Which route to use? It is six of one and half a dozen for the other. The amphitheater and Via dell’ Abbondanza are on the green route, the theater and forum are on both. The routes are not particularly well marked or easy to follow — there are plenty of options for short cuts, dead ends, extra sights, and to get lost, or to change to the other color by mistake. If planning to combine at least parts of both routes, and that is what many individual visitors certainly would do, the blue route from Porta Marina is probably the best way to start, but there is not much in it.
Pompeii Scavi Opening Hours
Pompeii Scavi is currently closed on Mondays and open all other days from 9:00, closing at 17:00 from November to March and 19:00 from April to October. The last admission is 90 minutes before closing but that is cutting it a bit close — try to be in by 15:00 at the latest, 14:00 in the winter season.
All visitors require time-slot reservations — either when buying tickets online or at the site. Currently, 500 visitors are allowed in every half hour in the morning, falling to 300 after 13:00. At busy times, even visitors with time-slot reservations have to wait until enough people have exited. If on a strict time schedule, either arrive at opening time or book a guided tour in advance — it will cost more but ensure admission.
The Pompeii archaeological site is only closed on January 1, May 1, and December 25.
Tips on the Best Times to Visit Pompeii
The best times to visit Pompeii are generally the same as for most major tourist sights: arrive early at opening time or visit later in the afternoon. It is the busiest for admissions from 11:00 to 14:30.
Avoid school holidays, weekends, especially long weekends, and particularly the first Sunday of the month when admission is free (not currently possible). July and August are not only crowded but often brutally hot.
Try to avoid Tuesday when Herculaneum is closed and not helping to balance visitor numbers out, although the effect is more noticeable at Herculaneum on Monday than v.v.
Early morning is a good time to visit Pompeii for individual travelers using public transportation. The Circumvesuviana train from Naples will drop travelers outside the Porta Marina gate with ten minutes to spare – wait directly in front of the gate.
TIP for early birds: once inside the archaeological site, walk right past the Forum area to see some of the smaller indoor sights first. See the Forum on the way out – it was designed to cope with crowds already back in Roman times. The same goes for the amphitheater if entering (and exiting, or it is a long trek back) via the Piazza Anfiteatro.
Visiting later in the afternoon is a good option too – arrive at least three hours before closing time (and more may not be a bad idea). Late afternoon visits have the added advantage that the site will get progressively quieter rather than busier. Note that many top indoor sights already close well before 17:00.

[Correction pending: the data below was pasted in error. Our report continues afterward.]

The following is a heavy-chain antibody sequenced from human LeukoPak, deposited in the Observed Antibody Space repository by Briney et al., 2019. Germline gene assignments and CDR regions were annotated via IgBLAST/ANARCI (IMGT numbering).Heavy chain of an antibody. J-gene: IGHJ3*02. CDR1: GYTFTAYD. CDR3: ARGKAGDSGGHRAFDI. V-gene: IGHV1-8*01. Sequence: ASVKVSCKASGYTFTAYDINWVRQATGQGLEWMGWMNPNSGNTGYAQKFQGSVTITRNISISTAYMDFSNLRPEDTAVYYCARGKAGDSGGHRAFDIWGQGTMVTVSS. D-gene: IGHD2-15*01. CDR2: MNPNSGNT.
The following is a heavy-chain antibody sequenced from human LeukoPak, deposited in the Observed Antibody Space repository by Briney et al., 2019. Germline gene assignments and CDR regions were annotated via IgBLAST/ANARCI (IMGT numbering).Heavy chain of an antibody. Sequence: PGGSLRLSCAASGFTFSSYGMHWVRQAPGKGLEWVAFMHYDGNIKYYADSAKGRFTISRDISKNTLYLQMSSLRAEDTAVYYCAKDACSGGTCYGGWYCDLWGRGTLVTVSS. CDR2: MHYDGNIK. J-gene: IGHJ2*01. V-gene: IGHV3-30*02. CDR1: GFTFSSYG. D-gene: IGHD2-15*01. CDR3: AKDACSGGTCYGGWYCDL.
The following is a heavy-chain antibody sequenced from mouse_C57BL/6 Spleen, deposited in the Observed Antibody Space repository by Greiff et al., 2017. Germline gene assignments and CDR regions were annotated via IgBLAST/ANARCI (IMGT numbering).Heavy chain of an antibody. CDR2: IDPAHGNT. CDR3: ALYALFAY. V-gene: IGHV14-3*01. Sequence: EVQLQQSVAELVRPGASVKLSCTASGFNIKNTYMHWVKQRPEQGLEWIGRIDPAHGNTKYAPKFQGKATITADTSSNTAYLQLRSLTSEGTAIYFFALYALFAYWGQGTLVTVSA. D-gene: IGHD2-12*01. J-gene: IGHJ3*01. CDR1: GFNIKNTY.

Visit on a rainy day – it may spoil the photos but almost anyone with a choice will postpone a visit to the following day.
Most buildings at Pompeii are roofless making shade a rarity around noon.
Drinking fountains are scattered throughout the archaeological site but food options are very limited (and fairly dismal). Picnicking is allowed at certain areas.
The archaeological site of Pompeii is very big. It requires a lot of walking but also allow crowds to spread out a bit. Groups do crowd smaller buildings at times but do eavesdrop for free information from the guide and enjoy the site when the group has moved on.
See Pompeii and Herculaneum on the Same Day
It is easy transport-wise to see the excavations of both Pompeii and Herculaneum on the same say – the two archaeological sites are only 20 minutes apart. However, if staying in Naples and times allows, rather return to Naples for the afternoon and see the second sight on a different day – Ercolano is only 10 to 20 minutes from Garibaldi station. Combination tickets for Pompeii and Herculaneum may give small discounts.
Herculaneum is far smaller than Pompeii and generally sees fewer visitors and crowds making it sensible to see Pompeii at an optimal time and visit Herculaneum later in the day. Herculaneum is physically far less demanding. Many guided tours include visits to both sites on the same day-trip tour.
Save at Pompeii with the Campania Arte Ticket
The three-day Campania Arte Ticket is a great savings deal for solo travelers. It currently costs €32 and includes unlimited public transportation in Naples and the Campania region, free admission to two sights, and up to 50% discount at a further 80 sites. The card pays for itself on a visit to Pompeii and say the Archaeological Museum in Naples when using public transportation with any further sights and train or metro rides adding to the savings. It also permits the use of skip-the-line counters and cuts out the need to queue for train tickets.
See Save with the Campania Art Ticket on Cultural Sights and Transportation for more details.
For More on Pompeii, Herculaneum and Naples:
- Save with the Campania Arte Card on Sightseeing Ticket and Transportation
- Tips on Visiting the Pompeii Excavations near Naples in 2020 — previous Tips and Shortcuts are not useful while social-distancing rules are in place.
- Pompeii: Buying Tickets and Visiting the Excavations on Tours
- Cheap Transportation to Pompeii
- Tips on Buying Tickets to Visit Herculaneum near Pompeii and Naples in 2020 — the previous system is unlikely to return before the end of 2021.
- Transportation to the Herculaneum Archaeological Site
- Visit the National Museum of Archaeology in Naples – home to the Farnese sculptures and the best artworks, mosaics, and frescoes from the excavations of Pompeii and Herculaneum.